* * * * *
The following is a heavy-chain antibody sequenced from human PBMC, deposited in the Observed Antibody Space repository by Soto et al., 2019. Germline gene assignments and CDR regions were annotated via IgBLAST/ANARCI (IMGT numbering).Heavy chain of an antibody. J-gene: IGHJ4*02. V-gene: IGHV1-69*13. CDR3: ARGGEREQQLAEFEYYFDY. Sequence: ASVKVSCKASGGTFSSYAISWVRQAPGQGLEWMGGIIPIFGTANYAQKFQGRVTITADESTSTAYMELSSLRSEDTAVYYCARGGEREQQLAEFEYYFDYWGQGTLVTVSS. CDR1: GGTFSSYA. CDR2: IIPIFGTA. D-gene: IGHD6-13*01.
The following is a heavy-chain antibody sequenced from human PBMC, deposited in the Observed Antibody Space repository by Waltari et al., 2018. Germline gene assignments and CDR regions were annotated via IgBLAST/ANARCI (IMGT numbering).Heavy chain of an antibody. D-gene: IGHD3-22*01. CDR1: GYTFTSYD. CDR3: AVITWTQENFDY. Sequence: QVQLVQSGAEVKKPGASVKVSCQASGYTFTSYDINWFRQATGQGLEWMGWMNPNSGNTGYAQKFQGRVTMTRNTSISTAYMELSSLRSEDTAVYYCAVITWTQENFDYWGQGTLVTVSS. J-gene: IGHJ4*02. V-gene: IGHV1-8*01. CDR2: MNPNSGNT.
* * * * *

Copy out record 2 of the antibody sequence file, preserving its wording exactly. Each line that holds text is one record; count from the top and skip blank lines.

The following is a heavy-chain antibody sequenced from human PBMC, deposited in the Observed Antibody Space repository by Waltari et al., 2018. Germline gene assignments and CDR regions were annotated via IgBLAST/ANARCI (IMGT numbering).Heavy chain of an antibody. D-gene: IGHD3-22*01. CDR1: GYTFTSYD. CDR3: AVITWTQENFDY. Sequence: QVQLVQSGAEVKKPGASVKVSCQASGYTFTSYDINWFRQATGQGLEWMGWMNPNSGNTGYAQKFQGRVTMTRNTSISTAYMELSSLRSEDTAVYYCAVITWTQENFDYWGQGTLVTVSS. J-gene: IGHJ4*02. V-gene: IGHV1-8*01. CDR2: MNPNSGNT.